A Swell in the Ground When your romantic partner doesn’t listen, or says insensitive things, or pays an old flame a visit, or cheats on you, or breaks up with you, you feel shitty, especially if your career sucks and/or your parents die. That’s about all there is to Janine Nabers’s world premiere navel-gazer, in which four college friends pair up, split up, recombine, and feel shitty across 17 years. Like many young contemporary playwrights, Nabers seems convinced her job begins and ends with letting characters stew, fret, seethe, and occasionally wax quirkily poetic, as though the expression of reasonably injured feelings is compelling drama. The talents of director Chika Ike’s admirably thoughtful cast make these 105 minutes more compelling than they ought to be. —Justin Hayford

The Neo-Futurists' <i>Tangles & Plaques</i>
The Neo-Futurists’ Tangles & PlaquesCredit: Joe Mazza

[Recommended]Tangles & Plaques This remarkable play by Neo-Futurist Kirsten Riiber asks how it feels to remember nothing. To lose, first, the reality at hand—where your comb is, what day it is, who let you into the room. Then the big stuff. Hitchhiking in the south of France that summer with a girl in a yellow jumpsuit. Weddings, birthdays. The nostalgias: famous movie lines, “three easy payments of $19.95,” first kisses. Finally, like the flicker of a dying match in a dark theater, everything goes. What happens to the memories? What will happen to us without them? Inspired in part by Riiber’s work as an assistant in a retirement community, the piece challenges its audiences to experience the decline into oblivion as sufferers of dementia themselves experience it. The result is a funny, scary, and ultimately transformative journey. Jen Ellison directs. —Max Maller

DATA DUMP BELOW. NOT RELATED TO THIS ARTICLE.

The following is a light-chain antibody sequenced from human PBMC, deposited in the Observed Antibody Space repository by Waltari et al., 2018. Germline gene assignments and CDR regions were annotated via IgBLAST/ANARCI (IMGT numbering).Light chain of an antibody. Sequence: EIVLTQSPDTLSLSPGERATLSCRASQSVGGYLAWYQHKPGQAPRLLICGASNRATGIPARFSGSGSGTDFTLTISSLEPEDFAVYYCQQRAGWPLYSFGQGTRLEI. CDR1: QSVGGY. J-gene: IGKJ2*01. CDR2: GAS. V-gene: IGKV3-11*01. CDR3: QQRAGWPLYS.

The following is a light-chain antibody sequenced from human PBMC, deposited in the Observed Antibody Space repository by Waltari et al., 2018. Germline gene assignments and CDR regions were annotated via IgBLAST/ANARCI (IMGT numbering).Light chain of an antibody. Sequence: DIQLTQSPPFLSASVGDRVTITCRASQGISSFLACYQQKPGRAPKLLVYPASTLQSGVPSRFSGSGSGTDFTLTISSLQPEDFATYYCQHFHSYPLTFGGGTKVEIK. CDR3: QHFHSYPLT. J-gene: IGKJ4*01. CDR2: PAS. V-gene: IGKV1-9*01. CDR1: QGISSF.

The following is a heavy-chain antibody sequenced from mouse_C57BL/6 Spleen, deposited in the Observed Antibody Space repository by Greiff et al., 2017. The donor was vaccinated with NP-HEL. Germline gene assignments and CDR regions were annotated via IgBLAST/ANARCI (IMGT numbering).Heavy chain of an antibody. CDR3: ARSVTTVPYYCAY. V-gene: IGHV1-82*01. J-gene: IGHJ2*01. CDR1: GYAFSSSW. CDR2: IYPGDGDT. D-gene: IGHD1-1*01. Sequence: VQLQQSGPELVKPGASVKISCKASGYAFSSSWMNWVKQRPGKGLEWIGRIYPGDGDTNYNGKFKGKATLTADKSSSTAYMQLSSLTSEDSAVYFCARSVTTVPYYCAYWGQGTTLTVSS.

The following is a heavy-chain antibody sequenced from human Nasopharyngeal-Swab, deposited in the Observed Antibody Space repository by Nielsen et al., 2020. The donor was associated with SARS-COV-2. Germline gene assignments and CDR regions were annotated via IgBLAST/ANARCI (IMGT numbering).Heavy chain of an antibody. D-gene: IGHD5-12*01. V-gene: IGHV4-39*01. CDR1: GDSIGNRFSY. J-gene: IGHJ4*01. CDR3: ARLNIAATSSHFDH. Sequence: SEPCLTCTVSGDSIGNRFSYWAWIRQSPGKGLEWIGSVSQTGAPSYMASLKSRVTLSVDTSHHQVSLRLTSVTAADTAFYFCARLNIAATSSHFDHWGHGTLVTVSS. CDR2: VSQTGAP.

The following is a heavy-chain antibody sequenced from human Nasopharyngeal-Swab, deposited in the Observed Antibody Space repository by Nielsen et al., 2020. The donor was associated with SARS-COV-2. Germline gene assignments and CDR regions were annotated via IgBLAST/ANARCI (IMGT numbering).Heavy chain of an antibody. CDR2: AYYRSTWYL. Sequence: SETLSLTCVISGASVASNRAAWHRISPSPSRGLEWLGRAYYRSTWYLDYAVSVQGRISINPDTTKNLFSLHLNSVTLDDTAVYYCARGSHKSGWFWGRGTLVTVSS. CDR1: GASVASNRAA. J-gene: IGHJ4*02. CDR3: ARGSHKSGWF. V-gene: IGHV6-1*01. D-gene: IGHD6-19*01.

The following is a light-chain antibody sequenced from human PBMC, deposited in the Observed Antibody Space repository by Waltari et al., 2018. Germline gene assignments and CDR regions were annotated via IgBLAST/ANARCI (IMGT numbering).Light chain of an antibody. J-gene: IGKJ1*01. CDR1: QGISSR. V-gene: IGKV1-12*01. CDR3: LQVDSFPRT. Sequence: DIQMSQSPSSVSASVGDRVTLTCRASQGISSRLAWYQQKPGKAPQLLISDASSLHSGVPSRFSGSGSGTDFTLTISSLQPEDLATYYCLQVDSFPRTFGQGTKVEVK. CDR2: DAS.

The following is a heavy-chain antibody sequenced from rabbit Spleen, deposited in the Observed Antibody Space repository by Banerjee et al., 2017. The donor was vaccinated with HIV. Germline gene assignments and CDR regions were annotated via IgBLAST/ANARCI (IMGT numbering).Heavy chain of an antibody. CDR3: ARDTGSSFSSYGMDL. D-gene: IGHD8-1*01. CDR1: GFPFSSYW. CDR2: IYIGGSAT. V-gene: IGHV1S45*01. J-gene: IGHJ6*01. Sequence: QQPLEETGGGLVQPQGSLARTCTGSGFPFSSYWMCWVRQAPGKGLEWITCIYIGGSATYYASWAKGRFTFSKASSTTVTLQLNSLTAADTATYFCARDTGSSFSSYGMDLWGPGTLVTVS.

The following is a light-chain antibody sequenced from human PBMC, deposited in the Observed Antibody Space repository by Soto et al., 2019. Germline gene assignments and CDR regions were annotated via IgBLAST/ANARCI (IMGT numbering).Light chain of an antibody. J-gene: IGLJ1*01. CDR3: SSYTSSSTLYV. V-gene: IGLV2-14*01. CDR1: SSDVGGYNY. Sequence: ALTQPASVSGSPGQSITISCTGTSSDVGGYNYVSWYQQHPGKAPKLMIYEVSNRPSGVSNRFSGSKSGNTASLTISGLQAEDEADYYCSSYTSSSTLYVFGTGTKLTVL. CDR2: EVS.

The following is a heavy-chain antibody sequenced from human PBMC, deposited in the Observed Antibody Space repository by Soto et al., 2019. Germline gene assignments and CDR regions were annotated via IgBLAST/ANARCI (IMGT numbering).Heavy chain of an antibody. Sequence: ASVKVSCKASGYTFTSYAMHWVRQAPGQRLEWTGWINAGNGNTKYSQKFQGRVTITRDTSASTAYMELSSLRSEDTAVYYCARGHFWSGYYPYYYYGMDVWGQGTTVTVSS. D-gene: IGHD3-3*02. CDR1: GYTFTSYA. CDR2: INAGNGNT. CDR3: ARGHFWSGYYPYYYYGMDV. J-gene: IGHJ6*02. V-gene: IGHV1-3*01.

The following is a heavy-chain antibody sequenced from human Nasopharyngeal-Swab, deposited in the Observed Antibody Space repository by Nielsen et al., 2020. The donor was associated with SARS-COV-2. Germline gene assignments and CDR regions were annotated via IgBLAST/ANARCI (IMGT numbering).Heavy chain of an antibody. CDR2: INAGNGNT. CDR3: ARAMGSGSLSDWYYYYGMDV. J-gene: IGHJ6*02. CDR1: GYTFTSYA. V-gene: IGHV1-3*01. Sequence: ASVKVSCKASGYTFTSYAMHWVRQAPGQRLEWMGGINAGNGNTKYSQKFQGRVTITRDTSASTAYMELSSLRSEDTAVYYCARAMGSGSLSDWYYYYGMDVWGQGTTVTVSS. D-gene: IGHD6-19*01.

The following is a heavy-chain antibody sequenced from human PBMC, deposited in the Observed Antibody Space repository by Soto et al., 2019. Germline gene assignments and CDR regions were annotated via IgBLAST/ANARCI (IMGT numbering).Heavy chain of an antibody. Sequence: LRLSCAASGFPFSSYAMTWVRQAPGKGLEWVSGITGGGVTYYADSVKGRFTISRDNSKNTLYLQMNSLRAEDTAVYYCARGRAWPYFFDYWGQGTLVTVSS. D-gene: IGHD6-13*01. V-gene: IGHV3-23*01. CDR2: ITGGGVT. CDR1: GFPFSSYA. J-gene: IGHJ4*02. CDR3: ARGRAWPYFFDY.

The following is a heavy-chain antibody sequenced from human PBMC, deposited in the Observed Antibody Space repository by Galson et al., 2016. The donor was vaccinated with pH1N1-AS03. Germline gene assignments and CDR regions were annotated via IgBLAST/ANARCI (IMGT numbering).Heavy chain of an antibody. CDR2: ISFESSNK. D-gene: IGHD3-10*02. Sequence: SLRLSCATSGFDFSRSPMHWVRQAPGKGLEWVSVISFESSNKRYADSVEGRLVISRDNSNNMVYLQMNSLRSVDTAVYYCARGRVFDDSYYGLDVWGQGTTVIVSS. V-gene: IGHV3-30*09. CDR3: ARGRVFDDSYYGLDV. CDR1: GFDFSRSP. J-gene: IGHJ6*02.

Third Eye Productions' <i>With Blood, With Ink</i>
Third Eye Productions’ With Blood, With InkCredit: Clint Funk

[Recommended]With Blood, With Ink Seventeenth-century poet and scholar Sor Juana Inés de la Cruz, a seminal figure in Mexican literature, among other things, had the misfortune to live in a time when women were to be silent and submissive. This chamber opera about her life and death—written in 1993 by Daniel Crozier (music) and Peter M. Krask’s (libretto) when they were doctoral candidates at Johns Hopkins’s Peabody Conservatory and revived here by the Third Eye Theatre Ensemble—communicates well the tension between her cramped, constricted life and her expansive, creative soul, a tension heightened by the contrast between the simple, spartan staging in Prop Thtr’s smallish performing space and the soaring notes director Rose Freeman’s full-throated ensemble lets fly. —Jack Helbig

<i>Zombie Bathhouse: A Rock Musical</i>
Zombie Bathhouse: A Rock MusicalCredit: Courtesy Campsongs Productions

Zombie Bathhouse: A Rock Musical Given the precedents in theater for bawdy LGBTQ comedy and undead-themed Halloween send-ups, it’s astonishing that combining the two could result in a concoction as jaw-dropping as this two-hour-plus rock musical from Campsong Productions. A self-pitying gay DJ with an ostentatiously proud mother fends off the towel-wearing undead after regulars in an occult group cause a zombie outbreak at a Steamworks-like sauna. That setup (book by Brian Kirst) is workable fodder for good jokes, but Dan Foss’s production features strangely earnest ballads and weird sung-spoken raps between overlong bits of exposition. Scott Free’s music and lyrics win a special award for strange bedmates with a pro-gay, pro-Second Amendment tune featuring the refrain “I love my son / I love my gun.” —Dan Jakes